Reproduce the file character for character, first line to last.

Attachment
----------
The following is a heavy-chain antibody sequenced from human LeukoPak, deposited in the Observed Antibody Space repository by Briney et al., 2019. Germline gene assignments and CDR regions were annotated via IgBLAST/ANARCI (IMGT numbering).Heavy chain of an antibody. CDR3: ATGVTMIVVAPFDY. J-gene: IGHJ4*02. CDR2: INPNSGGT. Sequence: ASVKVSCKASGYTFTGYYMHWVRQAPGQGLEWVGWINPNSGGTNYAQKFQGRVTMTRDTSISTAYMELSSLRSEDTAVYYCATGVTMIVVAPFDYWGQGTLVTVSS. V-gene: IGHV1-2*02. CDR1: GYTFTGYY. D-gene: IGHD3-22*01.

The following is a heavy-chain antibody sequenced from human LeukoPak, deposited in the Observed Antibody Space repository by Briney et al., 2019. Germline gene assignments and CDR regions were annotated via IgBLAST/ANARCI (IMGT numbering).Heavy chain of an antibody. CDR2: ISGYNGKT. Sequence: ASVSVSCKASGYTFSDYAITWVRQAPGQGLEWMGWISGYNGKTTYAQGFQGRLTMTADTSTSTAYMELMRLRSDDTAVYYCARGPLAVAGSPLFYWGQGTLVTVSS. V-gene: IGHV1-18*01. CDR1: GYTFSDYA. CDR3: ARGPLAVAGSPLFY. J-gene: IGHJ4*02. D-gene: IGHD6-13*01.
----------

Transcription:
The following is a heavy-chain antibody sequenced from human LeukoPak, deposited in the Observed Antibody Space repository by Briney et al., 2019. Germline gene assignments and CDR regions were annotated via IgBLAST/ANARCI (IMGT numbering).Heavy chain of an antibody. CDR3: ATGVTMIVVAPFDY. J-gene: IGHJ4*02. CDR2: INPNSGGT. Sequence: ASVKVSCKASGYTFTGYYMHWVRQAPGQGLEWVGWINPNSGGTNYAQKFQGRVTMTRDTSISTAYMELSSLRSEDTAVYYCATGVTMIVVAPFDYWGQGTLVTVSS. V-gene: IGHV1-2*02. CDR1: GYTFTGYY. D-gene: IGHD3-22*01.

The following is a heavy-chain antibody sequenced from human LeukoPak, deposited in the Observed Antibody Space repository by Briney et al., 2019. Germline gene assignments and CDR regions were annotated via IgBLAST/ANARCI (IMGT numbering).Heavy chain of an antibody. CDR2: ISGYNGKT. Sequence: ASVSVSCKASGYTFSDYAITWVRQAPGQGLEWMGWISGYNGKTTYAQGFQGRLTMTADTSTSTAYMELMRLRSDDTAVYYCARGPLAVAGSPLFYWGQGTLVTVSS. V-gene: IGHV1-18*01. CDR1: GYTFSDYA. CDR3: ARGPLAVAGSPLFY. J-gene: IGHJ4*02. D-gene: IGHD6-13*01.